One of the most famed, accomplished, brilliant, powerful, and wealthy beauties of the 20th century, Clare Boothe Luce, had everything — including depression that led to suicide attempts, said biographer Sylvia Jukes Morris at the June 22 launch of “Price Of Fame: The Honorable Clare Boothe Luce” (Random House).
Best-known as the playwright of “The Women” and wife of Time-Life creator Henry Luce, Clare Boothe Luce was also a two-term Congresswoman from Connecticut; America’s first woman ambassador to a major country; friend (or enemy) of several Presidents; war correspondent; managing editor of “Vanity Fair” by age 30; a child understudy to Mary Pickford…
But what a high “Price of Fame”, notes Sylvia Jukes Morris, whose first volume was “Rage for Fame: The Ascent of Clare Boothe Luce (Random House).
Luce had “terrible health”. She suffered such severe colitis that she was hospitalized. Even worse — her depressions, which she called “‘the dismals'”.
“Whenever she was out of the spotlight, she got depressed, even suicidal…and made two suicide attempts,” Morris told the rapt audience at the Smithsonian’s National Portrait Gallery.
“At one point, it was so bad that her doctor thought she should check into Payne Whitney (psychiatric hospital). “But she got a call from President Eisenhower (who’d appointed her ambassador to Italy) saying the Pope had died, and she was back in the spotlight,” Morris said.
She had always been “a depressive” but got “worse with age” — especially after she converted to Catholicism. She also tried uppers, downers, and LSD, which she got hooked on, the biographer noted.
Luce had thought that converting to Catholicism “would help her feel better about everything, and see the world through rose-colored glasses,” Morris said. “But she got worse.”
She tried LSD, used back then to treat depression and other mental problems. “Clare had good trips. She got hooked on it, and kept taking it.” One time Henry Luce took it and thought he was conducting an orchestra in the garden. “Hilarious; he was not musical at all.”
During one of many calls to the biographer, when Clare Boothe Luce was 80, she said “‘I have a terrible case of the dismals…It’s Saturday night and I haven’t a beau.'”
Her beaux//lovers had been numerous and famous, including financial speculator Bernard Baruch; “all the generals on the Western front, and a few on the Eastern front”; and men far younger than she was as she grew older. “‘Better to have regrets than remorse'” is one of her many famous witticisms.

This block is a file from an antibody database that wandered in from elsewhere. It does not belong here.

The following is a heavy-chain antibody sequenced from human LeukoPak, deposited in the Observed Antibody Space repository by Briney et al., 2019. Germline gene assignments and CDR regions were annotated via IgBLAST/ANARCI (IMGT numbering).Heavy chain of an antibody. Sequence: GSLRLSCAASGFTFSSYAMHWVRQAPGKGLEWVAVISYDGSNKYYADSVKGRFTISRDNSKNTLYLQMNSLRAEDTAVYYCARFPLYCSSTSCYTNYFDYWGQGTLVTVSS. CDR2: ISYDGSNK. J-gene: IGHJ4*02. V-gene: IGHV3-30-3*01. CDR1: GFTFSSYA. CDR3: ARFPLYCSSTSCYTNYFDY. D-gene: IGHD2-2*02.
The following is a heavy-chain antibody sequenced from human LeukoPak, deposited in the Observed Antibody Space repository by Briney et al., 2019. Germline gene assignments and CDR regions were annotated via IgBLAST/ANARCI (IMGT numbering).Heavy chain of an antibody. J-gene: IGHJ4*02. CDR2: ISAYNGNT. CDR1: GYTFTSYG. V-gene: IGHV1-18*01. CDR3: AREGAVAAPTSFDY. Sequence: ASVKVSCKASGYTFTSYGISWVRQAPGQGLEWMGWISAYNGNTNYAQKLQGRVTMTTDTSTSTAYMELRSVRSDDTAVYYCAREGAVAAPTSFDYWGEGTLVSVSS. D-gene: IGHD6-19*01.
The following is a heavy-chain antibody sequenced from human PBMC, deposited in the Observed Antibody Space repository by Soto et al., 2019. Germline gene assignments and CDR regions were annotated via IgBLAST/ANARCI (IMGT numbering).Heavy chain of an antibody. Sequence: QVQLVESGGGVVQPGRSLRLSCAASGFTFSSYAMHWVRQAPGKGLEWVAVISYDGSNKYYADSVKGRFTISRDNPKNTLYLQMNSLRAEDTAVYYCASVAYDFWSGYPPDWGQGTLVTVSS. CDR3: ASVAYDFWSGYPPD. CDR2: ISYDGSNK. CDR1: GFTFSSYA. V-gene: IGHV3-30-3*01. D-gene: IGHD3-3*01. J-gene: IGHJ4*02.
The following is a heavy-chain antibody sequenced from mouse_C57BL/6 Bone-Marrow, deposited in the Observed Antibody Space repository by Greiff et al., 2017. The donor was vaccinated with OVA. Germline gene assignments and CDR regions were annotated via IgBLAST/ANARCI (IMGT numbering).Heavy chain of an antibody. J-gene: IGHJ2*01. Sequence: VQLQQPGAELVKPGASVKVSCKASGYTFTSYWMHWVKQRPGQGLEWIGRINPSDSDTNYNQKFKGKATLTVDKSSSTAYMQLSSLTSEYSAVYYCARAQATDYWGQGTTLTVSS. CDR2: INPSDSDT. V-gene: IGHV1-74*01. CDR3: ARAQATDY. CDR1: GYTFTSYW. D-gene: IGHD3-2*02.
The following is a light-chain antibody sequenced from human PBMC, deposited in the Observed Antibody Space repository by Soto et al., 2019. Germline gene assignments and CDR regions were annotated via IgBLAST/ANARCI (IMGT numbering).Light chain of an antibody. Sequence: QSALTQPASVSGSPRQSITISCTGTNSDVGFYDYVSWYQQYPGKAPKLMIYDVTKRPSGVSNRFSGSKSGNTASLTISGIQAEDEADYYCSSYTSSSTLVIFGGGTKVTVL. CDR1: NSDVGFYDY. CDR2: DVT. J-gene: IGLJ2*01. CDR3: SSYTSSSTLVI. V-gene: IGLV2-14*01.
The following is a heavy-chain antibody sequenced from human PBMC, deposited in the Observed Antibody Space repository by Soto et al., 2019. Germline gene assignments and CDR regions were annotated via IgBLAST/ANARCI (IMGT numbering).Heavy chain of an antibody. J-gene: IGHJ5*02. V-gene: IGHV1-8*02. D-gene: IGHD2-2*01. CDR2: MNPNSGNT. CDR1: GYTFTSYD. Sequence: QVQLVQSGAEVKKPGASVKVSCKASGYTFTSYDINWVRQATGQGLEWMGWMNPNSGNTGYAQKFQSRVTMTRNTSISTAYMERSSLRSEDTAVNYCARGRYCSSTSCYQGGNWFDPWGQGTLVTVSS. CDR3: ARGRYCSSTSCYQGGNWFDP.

But at age 80 on that Saturday night, she said she wanted a “‘homosexual Admiral with a lot of medals. I wouldn’t have to put out at the end of the night.'”
She had gotten her values from her mother — “‘My mother poisoned my life,'” Luce told Morris. The mother, Anna, a “stunning beauty with violet eyes”, was “a piece of work”, and ended up “like a call girl.”
Clare and her brother David were illegitimate. Eventually, David committed suicide.
“The thing that disturbed her most was her childhood,” the author said. “She had seen too much trauma, and was exposed to too much too soon. Whenever we talked about that, she became very down.”
Luce had resisted a biography, stalling Morris by explaining, “‘My life has been so unhappy.'” One of the worst crises: her only daughter, Ann, was killed in a car crash.
Her “acid wit was her saving grace.” Other famous quips: “No good deed goes unpunished.” And “The difference between an optimist and a pessimist is, the pessimist is usually better informed.”
Her “chutzpah”, extraordinary ambition, brilliance, sex appeal, and luck propelled her to the top.
She wanted to work at “Vogue”, so she simply walked into the offices, sat at an empty desk, and started writing captions. Soon, she was recruited for “Vanity Fair”, and swiftly became managing editor by age 30.
“She had a low boring point. As soon as she mastered anything, she wanted to move on.”
Part of the reason she was able to move on so fast and far was a “combination that was lethal to men — beautiful, charming, intellectually brilliant, funny…” the biographer said.
The life story of the so-called “woman of the century” is “an inspirational tale, but also a cautionary tale.”
And the tale in two volumes is told masterfully by Sylvia Jukes Morris.